"A Man Called Ove" made my top 10 for 2014, and I was similarly smitten with "Britt-Marie Was Here." Yet somehow, Fredrik Backman's sophomore novel almost escaped my notice. And what a shame that would have been, because it is my favorite of Backman's novels so far.
Elsa's eccentric grandmother had been seven-year-old Elsa's best friend. She told Elsa magical stories and took her on adventures in real life. Now, Elsa has been sent on a mission upon her grandmother's death: she must deliver her grandmother's posthumous apology letters to a wide-ranging cast of characters. Along the way, Elsa makes new friends and learns the roots of her grandmother's magical stories, and ultimately her grandmother's own incredible story.
Admittedly, that descriptions sounds like trite jacket copy. But I don't want to spoil any of the truly lovely, heartwarming details. Basically, this book gave me the warm fuzzies, as my first-grade teacher would say. Elsa's grandmother was a fierce woman, with an admirable devotion to her granddaughter and others around her. She and Elsa are both offbeat in that way I've come to associate with Backman protagonists -- gruff and defensive on the outside, but driven and loyal once tasks have been set and friendships have been developed. The clever plotting and intricate details are lovely, but it is ultimately Backman's unforgettable characters that breathe life into his novels. This one is no exception, and Elsa and her grandmother have become two of my favorites.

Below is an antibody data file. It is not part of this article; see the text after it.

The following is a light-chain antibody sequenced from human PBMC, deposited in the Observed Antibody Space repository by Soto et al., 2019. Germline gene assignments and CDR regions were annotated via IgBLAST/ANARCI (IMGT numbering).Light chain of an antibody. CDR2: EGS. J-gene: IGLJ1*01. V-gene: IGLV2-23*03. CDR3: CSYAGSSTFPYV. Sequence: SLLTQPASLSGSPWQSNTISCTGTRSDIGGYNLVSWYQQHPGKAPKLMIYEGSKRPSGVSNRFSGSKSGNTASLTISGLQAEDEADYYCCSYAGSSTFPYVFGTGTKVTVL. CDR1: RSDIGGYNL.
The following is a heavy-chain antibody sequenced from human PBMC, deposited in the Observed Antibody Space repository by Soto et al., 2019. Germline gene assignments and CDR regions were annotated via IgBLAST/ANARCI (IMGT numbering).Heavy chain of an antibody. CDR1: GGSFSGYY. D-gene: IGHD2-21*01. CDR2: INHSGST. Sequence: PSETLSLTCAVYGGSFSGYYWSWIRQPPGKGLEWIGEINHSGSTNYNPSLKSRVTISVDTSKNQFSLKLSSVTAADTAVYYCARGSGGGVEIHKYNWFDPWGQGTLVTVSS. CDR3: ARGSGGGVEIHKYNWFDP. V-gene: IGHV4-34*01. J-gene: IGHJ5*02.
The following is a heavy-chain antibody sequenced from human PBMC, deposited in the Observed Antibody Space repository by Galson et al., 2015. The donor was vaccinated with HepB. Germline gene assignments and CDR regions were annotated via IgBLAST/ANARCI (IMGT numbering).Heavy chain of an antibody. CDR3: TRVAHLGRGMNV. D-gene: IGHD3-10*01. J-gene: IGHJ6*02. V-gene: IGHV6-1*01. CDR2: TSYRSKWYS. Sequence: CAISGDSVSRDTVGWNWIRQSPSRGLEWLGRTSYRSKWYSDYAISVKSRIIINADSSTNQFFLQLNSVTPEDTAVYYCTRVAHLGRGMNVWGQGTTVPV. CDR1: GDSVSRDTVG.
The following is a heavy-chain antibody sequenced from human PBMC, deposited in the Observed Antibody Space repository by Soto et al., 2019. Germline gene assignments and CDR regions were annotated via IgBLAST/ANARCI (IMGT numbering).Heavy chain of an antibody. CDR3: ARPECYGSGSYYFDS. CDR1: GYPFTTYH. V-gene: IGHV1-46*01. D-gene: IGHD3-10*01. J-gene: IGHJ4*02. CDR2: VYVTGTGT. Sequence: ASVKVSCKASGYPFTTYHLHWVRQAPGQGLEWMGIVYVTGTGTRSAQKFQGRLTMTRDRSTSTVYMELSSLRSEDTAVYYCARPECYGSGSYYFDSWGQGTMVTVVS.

A bonus - Britt-Marie of "Britt-Marie Was Here" got her start in this novel, and it's wonderful to see how the seeds of her story were planted here. I can't wait to get to my review copy of the next spinoff, "Beartown," in time for its release in two weeks! (Thanks Atria!)
Verdict: Affirmed. Elsa will charm and endear you as you follow her on her grandmother's last adventure.
"My Grandmother Asked Me to Tell You She's Sorry" by Fredrik Backman, published June 16, 2015 by Atria Books.